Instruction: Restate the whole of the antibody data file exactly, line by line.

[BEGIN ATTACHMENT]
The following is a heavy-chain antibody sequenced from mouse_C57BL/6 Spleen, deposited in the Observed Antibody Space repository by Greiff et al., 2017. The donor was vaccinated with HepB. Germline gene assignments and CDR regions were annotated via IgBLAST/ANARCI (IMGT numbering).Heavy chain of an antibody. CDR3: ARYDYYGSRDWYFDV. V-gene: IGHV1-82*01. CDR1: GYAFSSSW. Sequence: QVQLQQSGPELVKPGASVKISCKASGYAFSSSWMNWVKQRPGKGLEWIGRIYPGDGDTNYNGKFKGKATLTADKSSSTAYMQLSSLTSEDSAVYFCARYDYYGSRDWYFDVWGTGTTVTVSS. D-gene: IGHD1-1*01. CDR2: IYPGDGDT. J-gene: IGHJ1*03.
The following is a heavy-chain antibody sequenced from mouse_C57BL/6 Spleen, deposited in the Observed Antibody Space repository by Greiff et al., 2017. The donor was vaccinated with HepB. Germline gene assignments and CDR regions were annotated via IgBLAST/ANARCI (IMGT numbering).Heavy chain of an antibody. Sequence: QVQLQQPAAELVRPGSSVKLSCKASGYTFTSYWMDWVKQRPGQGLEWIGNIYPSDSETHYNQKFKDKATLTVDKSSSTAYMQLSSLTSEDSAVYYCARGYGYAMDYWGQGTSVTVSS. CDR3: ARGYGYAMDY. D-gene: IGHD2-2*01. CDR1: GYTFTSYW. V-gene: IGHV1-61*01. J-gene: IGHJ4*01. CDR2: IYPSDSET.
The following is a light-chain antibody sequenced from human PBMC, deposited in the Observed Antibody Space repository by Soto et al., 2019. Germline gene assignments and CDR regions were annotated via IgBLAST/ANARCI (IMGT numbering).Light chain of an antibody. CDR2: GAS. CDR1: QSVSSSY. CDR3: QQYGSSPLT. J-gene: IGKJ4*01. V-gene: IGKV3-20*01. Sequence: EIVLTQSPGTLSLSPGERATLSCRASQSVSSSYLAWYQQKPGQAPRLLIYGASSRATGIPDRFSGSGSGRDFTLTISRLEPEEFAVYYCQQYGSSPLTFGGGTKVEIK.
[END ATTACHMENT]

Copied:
The following is a heavy-chain antibody sequenced from mouse_C57BL/6 Spleen, deposited in the Observed Antibody Space repository by Greiff et al., 2017. The donor was vaccinated with HepB. Germline gene assignments and CDR regions were annotated via IgBLAST/ANARCI (IMGT numbering).Heavy chain of an antibody. CDR3: ARYDYYGSRDWYFDV. V-gene: IGHV1-82*01. CDR1: GYAFSSSW. Sequence: QVQLQQSGPELVKPGASVKISCKASGYAFSSSWMNWVKQRPGKGLEWIGRIYPGDGDTNYNGKFKGKATLTADKSSSTAYMQLSSLTSEDSAVYFCARYDYYGSRDWYFDVWGTGTTVTVSS. D-gene: IGHD1-1*01. CDR2: IYPGDGDT. J-gene: IGHJ1*03.
The following is a heavy-chain antibody sequenced from mouse_C57BL/6 Spleen, deposited in the Observed Antibody Space repository by Greiff et al., 2017. The donor was vaccinated with HepB. Germline gene assignments and CDR regions were annotated via IgBLAST/ANARCI (IMGT numbering).Heavy chain of an antibody. Sequence: QVQLQQPAAELVRPGSSVKLSCKASGYTFTSYWMDWVKQRPGQGLEWIGNIYPSDSETHYNQKFKDKATLTVDKSSSTAYMQLSSLTSEDSAVYYCARGYGYAMDYWGQGTSVTVSS. CDR3: ARGYGYAMDY. D-gene: IGHD2-2*01. CDR1: GYTFTSYW. V-gene: IGHV1-61*01. J-gene: IGHJ4*01. CDR2: IYPSDSET.
The following is a light-chain antibody sequenced from human PBMC, deposited in the Observed Antibody Space repository by Soto et al., 2019. Germline gene assignments and CDR regions were annotated via IgBLAST/ANARCI (IMGT numbering).Light chain of an antibody. CDR2: GAS. CDR1: QSVSSSY. CDR3: QQYGSSPLT. J-gene: IGKJ4*01. V-gene: IGKV3-20*01. Sequence: EIVLTQSPGTLSLSPGERATLSCRASQSVSSSYLAWYQQKPGQAPRLLIYGASSRATGIPDRFSGSGSGRDFTLTISRLEPEEFAVYYCQQYGSSPLTFGGGTKVEIK.